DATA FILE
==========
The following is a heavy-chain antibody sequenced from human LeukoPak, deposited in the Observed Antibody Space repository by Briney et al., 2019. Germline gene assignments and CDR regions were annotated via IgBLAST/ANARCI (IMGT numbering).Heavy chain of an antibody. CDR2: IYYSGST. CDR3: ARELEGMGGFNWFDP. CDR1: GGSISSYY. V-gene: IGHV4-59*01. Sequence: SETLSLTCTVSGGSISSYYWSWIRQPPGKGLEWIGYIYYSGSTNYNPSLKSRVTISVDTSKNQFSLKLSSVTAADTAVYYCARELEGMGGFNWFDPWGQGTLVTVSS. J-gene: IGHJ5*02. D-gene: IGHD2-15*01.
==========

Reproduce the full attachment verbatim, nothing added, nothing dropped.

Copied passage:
The following is a heavy-chain antibody sequenced from human LeukoPak, deposited in the Observed Antibody Space repository by Briney et al., 2019. Germline gene assignments and CDR regions were annotated via IgBLAST/ANARCI (IMGT numbering).Heavy chain of an antibody. CDR2: IYYSGST. CDR3: ARELEGMGGFNWFDP. CDR1: GGSISSYY. V-gene: IGHV4-59*01. Sequence: SETLSLTCTVSGGSISSYYWSWIRQPPGKGLEWIGYIYYSGSTNYNPSLKSRVTISVDTSKNQFSLKLSSVTAADTAVYYCARELEGMGGFNWFDPWGQGTLVTVSS. J-gene: IGHJ5*02. D-gene: IGHD2-15*01.